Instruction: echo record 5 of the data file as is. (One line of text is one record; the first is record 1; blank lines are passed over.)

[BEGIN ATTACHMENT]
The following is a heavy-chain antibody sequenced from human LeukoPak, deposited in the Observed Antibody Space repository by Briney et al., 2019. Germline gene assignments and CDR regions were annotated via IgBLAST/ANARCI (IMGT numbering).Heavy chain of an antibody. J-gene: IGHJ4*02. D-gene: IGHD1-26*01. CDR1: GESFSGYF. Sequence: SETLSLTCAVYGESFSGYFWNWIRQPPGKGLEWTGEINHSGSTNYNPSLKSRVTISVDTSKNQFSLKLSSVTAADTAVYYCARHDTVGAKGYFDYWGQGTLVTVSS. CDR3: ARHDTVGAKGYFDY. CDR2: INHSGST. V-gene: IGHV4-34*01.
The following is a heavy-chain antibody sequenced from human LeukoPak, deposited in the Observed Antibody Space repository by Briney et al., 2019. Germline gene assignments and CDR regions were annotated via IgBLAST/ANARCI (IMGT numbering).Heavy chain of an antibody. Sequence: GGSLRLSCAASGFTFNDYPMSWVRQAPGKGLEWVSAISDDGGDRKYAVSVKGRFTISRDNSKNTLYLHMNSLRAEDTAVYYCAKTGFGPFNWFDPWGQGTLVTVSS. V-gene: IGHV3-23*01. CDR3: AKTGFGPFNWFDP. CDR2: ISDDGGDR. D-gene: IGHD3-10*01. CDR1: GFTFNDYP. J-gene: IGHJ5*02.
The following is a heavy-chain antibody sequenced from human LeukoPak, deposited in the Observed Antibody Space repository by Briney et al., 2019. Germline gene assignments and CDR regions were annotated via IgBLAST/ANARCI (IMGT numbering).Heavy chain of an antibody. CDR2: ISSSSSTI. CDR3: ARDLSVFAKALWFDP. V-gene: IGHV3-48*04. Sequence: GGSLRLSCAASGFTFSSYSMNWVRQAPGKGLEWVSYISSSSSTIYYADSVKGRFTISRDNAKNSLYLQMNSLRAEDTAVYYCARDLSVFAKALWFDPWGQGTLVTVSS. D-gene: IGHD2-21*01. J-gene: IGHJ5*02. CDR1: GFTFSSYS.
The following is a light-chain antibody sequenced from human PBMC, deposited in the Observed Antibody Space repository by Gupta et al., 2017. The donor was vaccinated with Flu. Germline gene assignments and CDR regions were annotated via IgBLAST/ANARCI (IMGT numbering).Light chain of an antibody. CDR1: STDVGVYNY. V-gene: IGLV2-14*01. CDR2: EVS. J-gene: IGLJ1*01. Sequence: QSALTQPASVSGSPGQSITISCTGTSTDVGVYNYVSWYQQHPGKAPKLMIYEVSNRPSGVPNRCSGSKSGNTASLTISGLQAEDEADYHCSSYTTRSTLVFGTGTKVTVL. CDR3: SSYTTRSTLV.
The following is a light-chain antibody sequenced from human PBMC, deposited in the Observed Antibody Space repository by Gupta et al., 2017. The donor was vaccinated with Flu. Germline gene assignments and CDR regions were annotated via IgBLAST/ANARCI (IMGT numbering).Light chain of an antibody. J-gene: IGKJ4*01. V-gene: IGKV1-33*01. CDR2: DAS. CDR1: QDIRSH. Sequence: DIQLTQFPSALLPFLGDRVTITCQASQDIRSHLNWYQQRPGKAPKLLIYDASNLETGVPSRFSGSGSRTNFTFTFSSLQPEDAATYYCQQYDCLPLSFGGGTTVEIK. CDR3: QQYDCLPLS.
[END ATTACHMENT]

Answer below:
The following is a light-chain antibody sequenced from human PBMC, deposited in the Observed Antibody Space repository by Gupta et al., 2017. The donor was vaccinated with Flu. Germline gene assignments and CDR regions were annotated via IgBLAST/ANARCI (IMGT numbering).Light chain of an antibody. J-gene: IGKJ4*01. V-gene: IGKV1-33*01. CDR2: DAS. CDR1: QDIRSH. Sequence: DIQLTQFPSALLPFLGDRVTITCQASQDIRSHLNWYQQRPGKAPKLLIYDASNLETGVPSRFSGSGSRTNFTFTFSSLQPEDAATYYCQQYDCLPLSFGGGTTVEIK. CDR3: QQYDCLPLS.